Japan Jumps on Space Race’s Bandwagon with Lunar Rover

By: Norhan Mahmoud 

CAIRO, Mar. 14 (SEE)- China’s ambitious space program has energized its Japanese neighbors to beat others to the lunar draw, unveiling a first-of-its kind rover.

What brands it as a breakthrough is that inside the 13 square meters living space, astronauts will be able to takeoff their space suits. 

The 6-wheeled rover is designed to have room for two astronauts and can accommodate four in case of an emergency. Powered by fuel cells, the rover is set to shove off to space on an American rocket in-between 2029 and 2034.

Toyota Motor Corp. is developing this rover in cooperation with the Japan Aerospace Exploration Agency (JAXA). 

Toyota’s Executive Vice President Shigeki Terashi, during a symposium, expressed his enthusiasm for kick off this project, saying “as an engineer, there is no greater joy than being able to participate in such a lunar project by way of Toyota’s car-making.” 

Mr. Terashi stressed that using fuel cell batteries for electrification is counted as an “an indispensable technology.”

“Toyota believes that achieving a sustainable mobility society on Earth will involve the coexistence and widespread use of electrified vehicles, such as hybrid electric vehicles, plug-in hybrid electric vehicles, battery electric vehicles, and fuel cell electric vehicles,” noted Terashi. 

 

“Having Toyota join us in the challenge of international space exploration greatly strengthens our confidence,” said JAXA President Hiroshi Yamakawa. “Manned rovers with pressurized cabins are an element that will play an important role in full-fledged exploration and use of the lunar surface.”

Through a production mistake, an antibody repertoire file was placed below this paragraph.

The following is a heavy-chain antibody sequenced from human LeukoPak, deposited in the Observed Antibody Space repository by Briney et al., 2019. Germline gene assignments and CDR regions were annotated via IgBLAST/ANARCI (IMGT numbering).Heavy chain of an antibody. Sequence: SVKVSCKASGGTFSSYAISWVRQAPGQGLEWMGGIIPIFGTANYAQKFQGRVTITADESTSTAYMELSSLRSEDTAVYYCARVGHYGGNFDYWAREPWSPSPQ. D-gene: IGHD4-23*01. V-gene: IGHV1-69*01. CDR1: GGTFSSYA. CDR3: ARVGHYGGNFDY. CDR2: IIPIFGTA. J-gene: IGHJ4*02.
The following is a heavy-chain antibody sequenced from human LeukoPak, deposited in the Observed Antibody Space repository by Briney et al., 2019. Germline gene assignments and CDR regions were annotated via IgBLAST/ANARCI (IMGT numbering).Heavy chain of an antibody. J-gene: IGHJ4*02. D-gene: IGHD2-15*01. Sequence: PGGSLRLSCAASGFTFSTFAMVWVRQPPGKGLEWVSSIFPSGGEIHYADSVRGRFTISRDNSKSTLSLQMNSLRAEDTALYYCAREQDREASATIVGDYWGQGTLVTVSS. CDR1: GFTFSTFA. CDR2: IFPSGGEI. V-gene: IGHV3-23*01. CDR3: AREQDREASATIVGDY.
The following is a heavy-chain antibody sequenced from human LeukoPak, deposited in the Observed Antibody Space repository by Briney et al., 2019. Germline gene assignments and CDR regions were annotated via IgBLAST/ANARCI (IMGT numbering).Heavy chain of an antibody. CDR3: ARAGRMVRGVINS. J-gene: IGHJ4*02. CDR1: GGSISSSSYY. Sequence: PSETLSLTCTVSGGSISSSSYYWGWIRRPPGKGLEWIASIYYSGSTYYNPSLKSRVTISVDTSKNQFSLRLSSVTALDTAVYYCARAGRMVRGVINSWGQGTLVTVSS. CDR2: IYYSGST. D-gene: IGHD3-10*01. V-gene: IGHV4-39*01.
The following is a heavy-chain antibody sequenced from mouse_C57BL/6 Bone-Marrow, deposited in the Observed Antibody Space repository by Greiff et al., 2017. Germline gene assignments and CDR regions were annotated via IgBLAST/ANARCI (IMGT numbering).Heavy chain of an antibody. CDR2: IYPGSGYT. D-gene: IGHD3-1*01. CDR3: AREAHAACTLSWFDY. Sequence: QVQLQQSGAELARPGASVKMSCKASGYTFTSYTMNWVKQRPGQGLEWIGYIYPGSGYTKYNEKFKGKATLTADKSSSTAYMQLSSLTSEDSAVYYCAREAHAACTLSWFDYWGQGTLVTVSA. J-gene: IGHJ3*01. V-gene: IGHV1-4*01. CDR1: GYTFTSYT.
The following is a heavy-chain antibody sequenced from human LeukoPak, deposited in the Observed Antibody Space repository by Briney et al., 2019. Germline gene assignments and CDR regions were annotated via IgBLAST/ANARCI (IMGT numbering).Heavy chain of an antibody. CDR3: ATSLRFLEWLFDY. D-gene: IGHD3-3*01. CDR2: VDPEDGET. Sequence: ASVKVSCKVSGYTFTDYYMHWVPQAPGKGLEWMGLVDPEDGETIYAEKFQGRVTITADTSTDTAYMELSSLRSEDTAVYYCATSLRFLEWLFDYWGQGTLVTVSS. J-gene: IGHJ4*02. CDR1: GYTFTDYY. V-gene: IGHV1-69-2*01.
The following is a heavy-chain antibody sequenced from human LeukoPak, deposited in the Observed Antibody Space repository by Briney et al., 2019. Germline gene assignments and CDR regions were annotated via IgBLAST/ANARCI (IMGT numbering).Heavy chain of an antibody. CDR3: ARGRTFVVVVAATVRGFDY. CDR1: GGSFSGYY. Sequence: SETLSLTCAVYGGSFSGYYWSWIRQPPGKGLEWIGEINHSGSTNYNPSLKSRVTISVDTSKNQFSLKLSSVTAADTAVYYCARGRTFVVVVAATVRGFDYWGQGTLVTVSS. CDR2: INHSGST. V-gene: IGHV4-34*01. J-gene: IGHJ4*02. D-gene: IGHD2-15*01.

Koichi Wakata, JAXA’s Vice President,  stressed the vitality of “manned, pressurized rovers” in backing “lunar explorations” forecast in the 2030s. 

Mr. Wakata explained that the necessity of such vehicles lie in its ability to endure “harsh” ultra-high vacuum environmental conditions as well as radiations and temperatures. “Lunar gravity is one-sixth of that on Earth.” 

“For wide ranging human exploration of the moon, a pressurized rover that can travel more than 10,000 km in such environments is a necessity,” added Wakata.

JAXA’s Trekkie plans centers on utilizing technology to fully control lunar landings. Along the 2020s, JAXA schedules to send an unmanned probe to the lunar orbit as well as other ventures.

The United States has announced plans of building an outpost high above the moon. China also succeeded in touching down its unmanned probe on the satellite’s murky side in January. 

N.B.: Image and Video Are The Courtesy of Toyota

Leave a Reply

Your email address will not be published. Required fields are marked *